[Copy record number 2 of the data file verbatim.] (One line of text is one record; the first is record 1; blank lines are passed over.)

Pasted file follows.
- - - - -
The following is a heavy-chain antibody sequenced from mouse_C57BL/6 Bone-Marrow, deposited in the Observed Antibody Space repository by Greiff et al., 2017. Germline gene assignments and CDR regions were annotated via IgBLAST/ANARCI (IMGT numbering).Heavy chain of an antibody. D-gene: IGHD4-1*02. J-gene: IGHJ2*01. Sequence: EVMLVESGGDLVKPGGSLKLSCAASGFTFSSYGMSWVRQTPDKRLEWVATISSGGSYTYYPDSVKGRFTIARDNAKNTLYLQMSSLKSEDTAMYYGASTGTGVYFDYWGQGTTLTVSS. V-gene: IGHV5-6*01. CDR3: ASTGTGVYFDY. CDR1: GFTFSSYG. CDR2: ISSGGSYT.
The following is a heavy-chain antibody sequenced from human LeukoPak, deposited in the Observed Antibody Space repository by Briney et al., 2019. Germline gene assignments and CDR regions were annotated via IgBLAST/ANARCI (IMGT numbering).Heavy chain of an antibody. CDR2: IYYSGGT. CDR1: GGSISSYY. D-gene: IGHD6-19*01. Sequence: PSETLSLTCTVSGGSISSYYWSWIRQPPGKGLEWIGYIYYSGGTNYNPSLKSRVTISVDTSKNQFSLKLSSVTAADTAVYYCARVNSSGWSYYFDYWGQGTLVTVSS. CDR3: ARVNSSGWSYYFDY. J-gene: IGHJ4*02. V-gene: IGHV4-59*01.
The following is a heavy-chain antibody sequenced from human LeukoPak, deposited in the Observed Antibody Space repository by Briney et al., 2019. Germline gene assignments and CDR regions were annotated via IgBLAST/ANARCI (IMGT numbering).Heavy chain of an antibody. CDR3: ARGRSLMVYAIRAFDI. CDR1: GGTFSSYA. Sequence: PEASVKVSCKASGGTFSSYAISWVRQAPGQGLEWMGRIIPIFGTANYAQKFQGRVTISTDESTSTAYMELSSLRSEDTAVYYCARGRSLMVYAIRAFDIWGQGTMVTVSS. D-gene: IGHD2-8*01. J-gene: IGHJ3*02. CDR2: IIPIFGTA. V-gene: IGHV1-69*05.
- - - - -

The following is a heavy-chain antibody sequenced from human LeukoPak, deposited in the Observed Antibody Space repository by Briney et al., 2019. Germline gene assignments and CDR regions were annotated via IgBLAST/ANARCI (IMGT numbering).Heavy chain of an antibody. CDR2: IYYSGGT. CDR1: GGSISSYY. D-gene: IGHD6-19*01. Sequence: PSETLSLTCTVSGGSISSYYWSWIRQPPGKGLEWIGYIYYSGGTNYNPSLKSRVTISVDTSKNQFSLKLSSVTAADTAVYYCARVNSSGWSYYFDYWGQGTLVTVSS. CDR3: ARVNSSGWSYYFDY. J-gene: IGHJ4*02. V-gene: IGHV4-59*01.